In the end, the city’s elected officials were unanimous in supporting Beynon’s findings, which were supplemented in an accompanying report by city CAO Ed Archer, which also recommended a new build.

Although Cormier said not everyone in the community will be happy with city council’s decision, “history will prove” it was the right thing to do, as is what happened with such past projects as the Big Nickel and the downtown McEwen School of Architecture.

When it came time for city council to vote on borrowing an additional $135 million to help pay for the project, Ward 5 Coun. Mike Parent introduced a successful amendment to have the city investigate alternative means of tackling its annual debt servicing payments that don’t rely on taxation. Potential sources could be the municipal accommodation tax or a portion of the special capital levy earmarked for roads.

When Parent asked Archer whether he was confident the city could offset a property tax increase through other sources of revenue, the CAO’s single-word answer was, “Yes.”

City staff will monitor interest rates to secure debt at the best possible time, city Financial Planning and Budgeting manager Liisa Lenz said, noting they won’t need the money immediately so there’s some time to evaluate conditions.

Not all resolutions tabled by city council members tonight received their colleagues’ support.

Ward 11 Coun. Bill Leduc is seen during the April 16 city council meeting tabling an unsuccessful motion to defer a decision on the $200-million downtown arena/events centre until such time as a series of public town hall-style meetings have taken place. Tyler Clarke /

Ward 11 Coun. Bill Leduc tabled an unsuccessful motion which would have seen a decision deferred until staff have completed public consultation via town hall meetings throughout the municipality, similar to last year’s series of meetings at area emergency services stations.

“Taxes have gone up, they can’t afford this, they just want more clarification,” Leduc said. “If it takes an extra two months it’s not going to stop anything, but at least we’re going to respect the public. ... I think we owe that to every resident throughout the city.”

The arena question has been bandied about since 2016 and passed through municipal elections, Ward 9 Coun. Deb McIntosh countered.

“We’ve had plenty of opportunity for people to tell us exactly what they think,” she said. “The community is ready for us to make a decision tonight.”

Leduc was the only member of city council to support a deferral.

After the meeting, Leduc told that he plans on bringing forward a motion to request a referendum on the arena, at the April 30 city council meeting.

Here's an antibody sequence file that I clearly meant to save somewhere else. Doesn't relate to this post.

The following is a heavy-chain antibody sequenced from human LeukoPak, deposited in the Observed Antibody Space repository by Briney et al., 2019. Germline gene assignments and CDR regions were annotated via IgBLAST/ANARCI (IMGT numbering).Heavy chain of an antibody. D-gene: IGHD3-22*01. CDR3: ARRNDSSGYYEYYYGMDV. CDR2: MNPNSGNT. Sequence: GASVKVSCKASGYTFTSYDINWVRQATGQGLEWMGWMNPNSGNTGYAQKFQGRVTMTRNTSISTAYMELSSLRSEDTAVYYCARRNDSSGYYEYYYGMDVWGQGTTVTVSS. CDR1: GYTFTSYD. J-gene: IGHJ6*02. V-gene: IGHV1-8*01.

Also during tonight’s meeting, Ward 12 Coun. Joscelyne Landry-Altmann tabled a motion to defer resolutions related to financing options for the arena, arguing that city council should receive an upcoming report on homelessness slated to be tabled in May. She cautioned that its recommendations are likely to carry significant costs. 

After a few city council members spoke against the deferral and rejected a connection between an arena and addressing homelessness, Landry-Altmann admitted that she didn’t expect her deferral request to pass. Only Leduc joined her in supporting the deferral.  

“I wanted to have your commitment,” she said, adding the city needs to do more about homelessness soon, particularly with the province remaining “silent.”

The arena/events centre project is expected to be a conventional design-bid-build project, which under its current projected timeline will open by April 2028.

An exact site has not been selected for the project, but it’s expected to be constructed somewhere on the block to the immediate east of the Sudbury Community Arena, which the city recently purchased to accommodate the arena and ancillary services.

“Once a site has been selected, staff will prepare a Request for Expressions of Interest to begin to engage with the private sector toward realizing south district (downtown) redevelopment,” according to Archer’s report.

It’s anticipated that city staff will report to city council on a regular basis, in addition to whenever the project hits a major milestone.

Tyler Clarke covers city hall and political affairs for


Verified reader

If you would like to apply to become a verified commenter, please fill out this form.

Tyler Clarke

About the Author: Tyler Clarke

Tyler Clarke covers city hall and political affairs for
Read more